bind $path <Event> {
        if {"[foo %W]" == ".widget"} { # redundant quotation marks around []
                                       # no quotation marks needed around %W
            do something
        if {%W == ".widget"} {         # syntax error. %W requires quotation marks
            do something

8. Where to place comment lines

• Positioning comment lines is more restrictive than in C. It might help to realize that comments are just special Tcl commands. You wouldn't write:

    string first "a" $str 	set str "test"

then why writing:

    string first "a" $str 	# set str "test"
    ==> wrong # args: should be "string first needleString haystackString ?startIndex?"

The comment line is parsed as the arguments of string. You can solve this problem by inserting a semicolon between the two commands.

Generally, you can always start a comment string on a new line. This can be anywhere in a script, but not inside an argument list or an argument, except in the body of a statement. This also includes the switch statement:

    switch $n { # comment here is ok
      # comment here is also ok
      1 {... commands ...}
      # you can comment out a case option
      # 2 {... commands ...}

• The parser checks whether the command is complete and this includes a comment block. As a result, commenting out a control statement as follows goes wrong:

    # while {$x} {
	(do something)
    # }
    ==> unmatched open brace in list

You can add a backslash in front of the unmatched open braces in the comment lines. An unmatched close brace does not cause any problem.

9. Lists

A list is not an intrinsic property of a string; it is just another interpretation. This interpretation is made by the command, and not by the parser. For example, lindex interprets the first argument as a list, whereas split interprets the same string as a fixed text:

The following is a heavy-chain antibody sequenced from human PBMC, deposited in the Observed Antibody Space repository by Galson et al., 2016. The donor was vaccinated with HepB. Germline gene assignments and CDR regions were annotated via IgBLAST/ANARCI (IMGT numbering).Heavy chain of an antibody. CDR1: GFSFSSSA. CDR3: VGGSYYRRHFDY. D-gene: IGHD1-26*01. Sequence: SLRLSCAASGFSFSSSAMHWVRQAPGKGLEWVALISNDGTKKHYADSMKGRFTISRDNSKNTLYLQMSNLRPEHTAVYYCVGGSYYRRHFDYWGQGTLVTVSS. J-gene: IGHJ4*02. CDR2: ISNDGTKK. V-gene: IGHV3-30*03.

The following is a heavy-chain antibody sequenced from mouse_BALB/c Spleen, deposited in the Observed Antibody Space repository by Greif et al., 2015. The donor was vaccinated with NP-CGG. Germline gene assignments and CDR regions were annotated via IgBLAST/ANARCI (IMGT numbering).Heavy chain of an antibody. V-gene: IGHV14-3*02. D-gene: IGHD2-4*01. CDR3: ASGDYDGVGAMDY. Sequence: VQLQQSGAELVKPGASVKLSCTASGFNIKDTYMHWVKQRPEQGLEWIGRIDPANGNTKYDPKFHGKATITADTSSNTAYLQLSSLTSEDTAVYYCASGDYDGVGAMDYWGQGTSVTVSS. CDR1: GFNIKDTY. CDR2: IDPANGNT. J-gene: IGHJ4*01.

lindex {{$a b} {c d}} 0;   # interprets argument 1 as a list
    ==> a $b


    split {{$a b} {c d}};      # interprets the same argument as a string
    ==> \{\$a b\} \{c d\};     # list of four elements

• A list can be created by parts as an ordinary string. The interpretation of the string comes afterwards:

    set lst {"a $b"}
    append lst " \{"
    append lst "c \$d\}"
    puts $lst
    ==> "a $b" {c $d}
    # we can read lst as an ordinary list:
    lindex $lst 0
    ==> a $b
    lindex $lst 1
    ==> c $d

• The lists

    {"a $b" {c $d}}


    {{a $b} {c $d}}

are identical. The quotation marks and braces just demarcate the beginning and the end of the elements. In both cases, the variables are not substituted.

However, the lists

    {{a b} {c d}}


    {{a b}   {c    d}}

are identical, only as far as the base elements, a, b, c, and d are concerned; i.e.

    [lindex {{a b} {c d}} 1 1] == [lindex {{a b} {c   d}} 1 1]


    [lindex {{a b} {c d}} 1] != [lindex {{a b} {c   d}} 1]

This is because the output of lindex are strings, and they are not compaired as a list of elements.

• In addition to quotation marks and curly braces, you can also group the elements by using backslashes in front of the whitespaces in the elements. The string {a\ $b c\ $d} represents the same list from above.
Backslashes are automatically inserted if the string contains braces. For example:

    list "a { b"
    ==> a\ \{\ b

this, in contrast to:

    list "a b c"
    ==> {a b c}

The reason is that curly braces cannot be used to demarcate fixed strings containing unmatched open braces (see Section 5). The backslashes can be seen as a necessary internal representation. If you stick to the list commands, you might not even notice them at all:

    lindex [list "a { b" "c d" ] 0;	# same list as above
    ==> a { b

• Not all strings can be interpreted as lists. A list requires that the string does not contain unmatched braces or quotation marks.
If you write:

    subst {\[ \{ (}
    ==> [ { (

the output cannot be interpreted as a list. Note that "{\[ \{ (}" already is a list containing braces and brackets, and it does not require substitution to be interpreted correctly:

    lindex {\[ \{ (} 0
    ==> [
    lindex [subst {\[ \{ (} ] 0
    ==> unmatched open brace in list

If you want to get the procedure names in a Tcl script by checking it line by line, then the following method will fail:

    if {[regexp {\s*proc } $line]} { # check the lines starting with "proc"
        # the next command will fail because $line is not complete:
        lappend procs [lindex $line 1]

You can check completeness with "info complete $string".

• If a variables is substituted then the replacement will still be interpreted as a single group of characters. So, foo "$x" and foo $x are identical. This is not the case for bindings. For example: